Acidosis is a process causing increased acidity in the blood and other body tissues (i.e., an increase in hydrogen ion concentration). If not further qualified, it usually refers to acidity of the blood plasma.
The term acidemia describes the state of low blood pH, while acidosis is used to describe the processes leading to these states. Nevertheless, the terms are sometimes used interchangeably. The distinction may be relevant where a patient has factors causing both acidosis and alkalosis, wherein the relative severity of both determines whether the result is a high, low, or normal pH.
Acidemia is said to occur when arterial pH falls below 7.35 (except in the fetus – see below), while its counterpart (alkalemia) occurs at a pH over 7.45. Arterial blood gas analysis and other tests are required to separate the main causes.
The rate of cellular metabolic activity affects and, at the same time, is affected by the pH of the body fluids. In mammals, the normal pH of arterial blood lies between 7.35 and 7.50 depending on the species (e.g., healthy human-arterial blood pH varies between 7.35 and 7.45). Blood pH values compatible with life in mammals are limited to a pH range between 6.8 and 7.8. Changes in the pH of arterial blood (and therefore the extracellular fluid) outside this range result in irreversible cell damage.
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Signs and symptoms
Respiratory acidosis results from a build-up of carbon dioxide in the blood (hypercapnia) due to hypoventilation. It is most often caused by pulmonary problems, although head injuries, drugs (especially anaesthetics and sedatives), and brain tumors can cause this acidemia. Pneumothorax, emphysema, chronic bronchitis, asthma, severe pneumonia, and aspiration are among the most frequent causes. It can also occur as a compensatory response to chronic metabolic alkalosis.
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One key to distinguish between respiratory and metabolic acidosis is that in respiratory acidosis, the CO2 is increased while the bicarbonate is either normal (uncompensated) or increased (compensated). Compensation occurs if respiratory acidosis is present, and a chronic phase is entered with partial buffering of the acidosis through renal bicarbonate retention.
However, in cases where chronic illnesses that compromise pulmonary function persist, such as late-stage emphysema and certain types of muscular dystrophy, compensatory mechanisms will be unable to reverse this acidotic condition. As metabolic bicarbonate production becomes exhausted, and extraneous bicarbonate infusion can no longer reverse the extreme buildup of carbon dioxide associated with uncompensated respiratory acidosis, mechanical ventilation will usually be applied.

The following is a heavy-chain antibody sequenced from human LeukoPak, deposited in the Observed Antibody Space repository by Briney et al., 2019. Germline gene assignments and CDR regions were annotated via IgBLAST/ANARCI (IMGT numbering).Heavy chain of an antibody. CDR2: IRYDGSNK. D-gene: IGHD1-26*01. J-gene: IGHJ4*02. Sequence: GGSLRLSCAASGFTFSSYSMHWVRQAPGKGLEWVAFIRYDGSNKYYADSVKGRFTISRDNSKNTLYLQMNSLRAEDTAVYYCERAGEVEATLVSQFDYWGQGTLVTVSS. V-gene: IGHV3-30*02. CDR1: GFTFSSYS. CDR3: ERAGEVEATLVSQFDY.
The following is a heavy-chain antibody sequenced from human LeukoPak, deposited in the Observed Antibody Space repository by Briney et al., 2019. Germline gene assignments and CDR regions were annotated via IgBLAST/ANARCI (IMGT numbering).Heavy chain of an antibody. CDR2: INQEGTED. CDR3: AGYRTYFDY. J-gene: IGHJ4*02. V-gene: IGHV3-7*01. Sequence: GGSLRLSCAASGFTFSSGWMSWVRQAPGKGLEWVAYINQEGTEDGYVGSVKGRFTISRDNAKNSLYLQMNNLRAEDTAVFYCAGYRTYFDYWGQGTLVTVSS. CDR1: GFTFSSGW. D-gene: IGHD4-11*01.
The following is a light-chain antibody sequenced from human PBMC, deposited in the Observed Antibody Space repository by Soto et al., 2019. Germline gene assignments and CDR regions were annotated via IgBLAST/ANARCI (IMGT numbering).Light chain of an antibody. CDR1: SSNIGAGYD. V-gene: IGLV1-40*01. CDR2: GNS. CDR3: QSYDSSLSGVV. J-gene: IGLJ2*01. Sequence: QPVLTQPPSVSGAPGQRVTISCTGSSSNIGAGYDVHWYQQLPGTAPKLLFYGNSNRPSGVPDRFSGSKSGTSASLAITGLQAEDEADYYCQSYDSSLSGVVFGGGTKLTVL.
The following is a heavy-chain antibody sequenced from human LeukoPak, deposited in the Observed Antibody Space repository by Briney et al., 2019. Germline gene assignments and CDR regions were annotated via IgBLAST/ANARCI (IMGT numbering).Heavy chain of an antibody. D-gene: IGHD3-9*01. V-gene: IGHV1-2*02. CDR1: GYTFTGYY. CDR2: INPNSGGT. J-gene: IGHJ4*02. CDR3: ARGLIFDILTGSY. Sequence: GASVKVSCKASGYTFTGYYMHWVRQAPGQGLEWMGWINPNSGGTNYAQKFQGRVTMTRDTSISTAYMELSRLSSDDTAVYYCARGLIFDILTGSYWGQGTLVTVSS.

Fetal respiratory acidemia
In the fetus, the normal range differs based on which umbilical vessel is sampled (umbilical vein pH is normally 7.25 to 7.45; umbilical artery pH is normally 7.20 to 7.38). In the fetus, the lungs are not used for ventilation. Instead, the placenta performs ventilatory functions (gas exchange). Fetal respiratory acidemia is defined as an umbilical vessel pH of less than 7.20 and an umbilical artery PCO2 of 66 or higher or umbilical vein PCO2 of 50 or higher.
pH in the Human Body
The pH of the human body lies in a tight range between 7.35-7.45, and any minor alterations from this range can have severe implications.
pH of Different Body Fluids
Although the pH of blood ranges from 7.35-7.45, the pH of other body fluids is different. pH indicates the level of H+ ions, where low pH indicates too many H+ ions and high pH indicates too many OH- ions. If the pH levels drop below 6.9, it can lead to coma. However, different body fluids have different pH values. The pH of saliva is ranges from 6.5 to 7.5. After swallowing, the food reaches the stomach where upper and lower parts of stomach have different pH values. The upper part has a pH of 4−6.5, while the lower part is highly acidic with a pH of 1.5−4.0. It then enters the intestine which is slightly alkaline, with a pH of 7−8.5. Maintaining the pH values of different regions is critical for their function.
Impact of Altering the pH Balance
Different organs function at their optimal level of pH. For example, the enzyme pepsin requires low pH to act and break down food, while the enzymes in intestine require high pH or alkaline environment to function. Similarly, any increase or decrease in the blood pH can lead to several disorders.
Maintaining the Body pH
pH is maintained in the body using primarily three mechanisms: buffer systems, respiratory control, and renal control.